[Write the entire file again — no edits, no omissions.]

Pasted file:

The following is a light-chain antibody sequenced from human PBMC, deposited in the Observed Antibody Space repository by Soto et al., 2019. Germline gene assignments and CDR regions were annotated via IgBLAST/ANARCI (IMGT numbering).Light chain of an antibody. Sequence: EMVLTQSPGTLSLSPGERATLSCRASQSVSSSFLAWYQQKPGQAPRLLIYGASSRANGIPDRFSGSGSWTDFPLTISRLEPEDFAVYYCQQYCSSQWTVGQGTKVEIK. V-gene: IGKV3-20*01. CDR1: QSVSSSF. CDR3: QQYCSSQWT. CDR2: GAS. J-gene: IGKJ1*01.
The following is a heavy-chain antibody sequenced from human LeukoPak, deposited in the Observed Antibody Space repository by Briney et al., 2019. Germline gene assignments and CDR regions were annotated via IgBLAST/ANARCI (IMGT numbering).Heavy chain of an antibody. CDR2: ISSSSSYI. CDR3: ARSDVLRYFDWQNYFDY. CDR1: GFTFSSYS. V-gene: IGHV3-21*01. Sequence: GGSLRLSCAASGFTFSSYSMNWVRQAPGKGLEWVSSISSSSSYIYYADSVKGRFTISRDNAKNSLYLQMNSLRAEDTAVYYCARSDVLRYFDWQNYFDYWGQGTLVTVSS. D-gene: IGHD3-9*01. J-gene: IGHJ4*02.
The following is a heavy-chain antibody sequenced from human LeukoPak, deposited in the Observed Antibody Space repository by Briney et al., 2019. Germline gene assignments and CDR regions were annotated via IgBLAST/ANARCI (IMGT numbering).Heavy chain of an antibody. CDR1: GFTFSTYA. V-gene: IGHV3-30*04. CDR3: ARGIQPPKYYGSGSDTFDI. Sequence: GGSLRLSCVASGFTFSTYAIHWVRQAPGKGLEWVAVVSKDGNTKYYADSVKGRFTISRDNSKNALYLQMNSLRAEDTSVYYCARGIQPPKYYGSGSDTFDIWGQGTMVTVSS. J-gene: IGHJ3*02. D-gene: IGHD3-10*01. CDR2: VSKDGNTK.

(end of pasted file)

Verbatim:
The following is a light-chain antibody sequenced from human PBMC, deposited in the Observed Antibody Space repository by Soto et al., 2019. Germline gene assignments and CDR regions were annotated via IgBLAST/ANARCI (IMGT numbering).Light chain of an antibody. Sequence: EMVLTQSPGTLSLSPGERATLSCRASQSVSSSFLAWYQQKPGQAPRLLIYGASSRANGIPDRFSGSGSWTDFPLTISRLEPEDFAVYYCQQYCSSQWTVGQGTKVEIK. V-gene: IGKV3-20*01. CDR1: QSVSSSF. CDR3: QQYCSSQWT. CDR2: GAS. J-gene: IGKJ1*01.
The following is a heavy-chain antibody sequenced from human LeukoPak, deposited in the Observed Antibody Space repository by Briney et al., 2019. Germline gene assignments and CDR regions were annotated via IgBLAST/ANARCI (IMGT numbering).Heavy chain of an antibody. CDR2: ISSSSSYI. CDR3: ARSDVLRYFDWQNYFDY. CDR1: GFTFSSYS. V-gene: IGHV3-21*01. Sequence: GGSLRLSCAASGFTFSSYSMNWVRQAPGKGLEWVSSISSSSSYIYYADSVKGRFTISRDNAKNSLYLQMNSLRAEDTAVYYCARSDVLRYFDWQNYFDYWGQGTLVTVSS. D-gene: IGHD3-9*01. J-gene: IGHJ4*02.
The following is a heavy-chain antibody sequenced from human LeukoPak, deposited in the Observed Antibody Space repository by Briney et al., 2019. Germline gene assignments and CDR regions were annotated via IgBLAST/ANARCI (IMGT numbering).Heavy chain of an antibody. CDR1: GFTFSTYA. V-gene: IGHV3-30*04. CDR3: ARGIQPPKYYGSGSDTFDI. Sequence: GGSLRLSCVASGFTFSTYAIHWVRQAPGKGLEWVAVVSKDGNTKYYADSVKGRFTISRDNSKNALYLQMNSLRAEDTSVYYCARGIQPPKYYGSGSDTFDIWGQGTMVTVSS. J-gene: IGHJ3*02. D-gene: IGHD3-10*01. CDR2: VSKDGNTK.